Did you think my kiss was a promise of what you’ll have? No, my pompous one. It was to let you know what you will not have.
The Mormons’ relationship with the Religious Right keeps reminding me of this crazy Ten Commandments quote. In kind of an opposite sort of way.
After all of the crap the Mormons took from the Religious Right during the Romney campaign, many foolish people (including me) thought this would be the year when the Mormons would finally stand up to the Christian theocrats and stop taking it. Instead, they offer up this reconciliation present: pulling out all the stops and investing a hundred and ten percent in California’s Proposition 8, of all things. It’s an effective way to get the entire organizational and financial might of the LDS church involved in a get-out-the-vote effort — directed at the Religious Right in a big, important state — without openly endorsing a candidate. It’s like the Mormons are saying to the Religious Right: “Hey, don’t write us off — look what we have to offer!” Still, they might have considered sending a message like “Here’s what we could do for you if only you’d stop calling us a Satanic cult.” As it is, the Religious Right has gotten the message loud and clear: they don’t need to waste a single second wooing the Mormons in order to have have them.
And this campaign for California’s Proposition 8 is costing the Mormons a pretty penny. With the current economy, it’s a heck of a time to be asking people to donate another 1% of their yearly income to a political campaign instead of advising members to get their finances in order. Plus, the LDS church is generating tons of negative publicity since this cause can’t help but remind people of the Mormons’ history of racism.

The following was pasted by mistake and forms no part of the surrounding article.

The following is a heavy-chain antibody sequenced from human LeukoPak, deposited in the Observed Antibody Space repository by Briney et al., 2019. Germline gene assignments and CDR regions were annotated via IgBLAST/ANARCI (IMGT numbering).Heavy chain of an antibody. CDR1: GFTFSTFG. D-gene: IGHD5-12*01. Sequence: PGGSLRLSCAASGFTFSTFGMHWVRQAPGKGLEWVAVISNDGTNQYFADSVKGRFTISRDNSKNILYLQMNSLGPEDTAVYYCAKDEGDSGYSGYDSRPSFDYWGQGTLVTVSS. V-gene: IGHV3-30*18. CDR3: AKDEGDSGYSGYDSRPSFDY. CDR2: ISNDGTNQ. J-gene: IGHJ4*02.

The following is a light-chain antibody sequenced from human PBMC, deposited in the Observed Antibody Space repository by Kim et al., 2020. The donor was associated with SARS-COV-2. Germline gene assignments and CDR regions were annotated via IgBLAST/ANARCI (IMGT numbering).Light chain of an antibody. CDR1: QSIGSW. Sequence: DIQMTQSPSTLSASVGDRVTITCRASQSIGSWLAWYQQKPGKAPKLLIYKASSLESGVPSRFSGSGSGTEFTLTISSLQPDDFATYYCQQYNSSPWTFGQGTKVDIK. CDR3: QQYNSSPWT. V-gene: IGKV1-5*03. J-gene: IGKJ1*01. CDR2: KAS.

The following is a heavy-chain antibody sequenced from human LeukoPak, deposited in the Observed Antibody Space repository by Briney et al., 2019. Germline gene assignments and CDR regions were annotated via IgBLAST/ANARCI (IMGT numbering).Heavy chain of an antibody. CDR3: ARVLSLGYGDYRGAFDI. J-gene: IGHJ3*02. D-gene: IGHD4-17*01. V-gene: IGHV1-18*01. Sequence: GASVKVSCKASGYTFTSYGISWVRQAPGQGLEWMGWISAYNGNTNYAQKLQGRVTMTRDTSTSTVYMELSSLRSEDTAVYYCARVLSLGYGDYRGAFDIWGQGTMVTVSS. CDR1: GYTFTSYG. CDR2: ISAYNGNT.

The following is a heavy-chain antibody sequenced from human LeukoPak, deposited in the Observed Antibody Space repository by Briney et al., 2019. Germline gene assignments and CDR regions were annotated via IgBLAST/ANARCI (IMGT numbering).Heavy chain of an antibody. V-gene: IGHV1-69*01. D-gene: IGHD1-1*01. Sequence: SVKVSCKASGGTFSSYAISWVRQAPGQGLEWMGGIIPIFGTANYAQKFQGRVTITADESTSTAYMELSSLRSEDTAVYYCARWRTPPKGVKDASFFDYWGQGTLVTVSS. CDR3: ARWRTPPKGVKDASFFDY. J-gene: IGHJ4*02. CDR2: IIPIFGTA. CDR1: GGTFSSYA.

Then, of course, this campaign is terribly polarizing within the ranks of the church itself. The two sides are losing the ability to understand or have any empathy for one another. The people on the faithful Mormon blogs are claiming that — just because they’re standing up for what they believe in — hateful anti-Mormon remarks are being directed at them by some of the very people who claim to love tolerance. It looks like hypocrisy. The other side counters “Wait a minute — so are you for discrimination or against it? Pick one or the other. It would be a lot easier to stand in solidarity beside you against hate if you weren’t so busy lobbing hate onto another minority, not to mention handing the keys of theocracy to a majority religious group that doesn’t really include or accept you…”
By insisting that everyone take a stand, the LDS church is pushing people to the two poles, and families and friendships divided by this issue groan under the strain. I suspect that those Mormons who make big sacrifices to promote Proposition 8 will end up just that much more committed to the church, while many others will start questioning the faith, and eventually leave. There will probably be that much less room for the “middle way.”
Is that what the brethren want?
Maybe it is.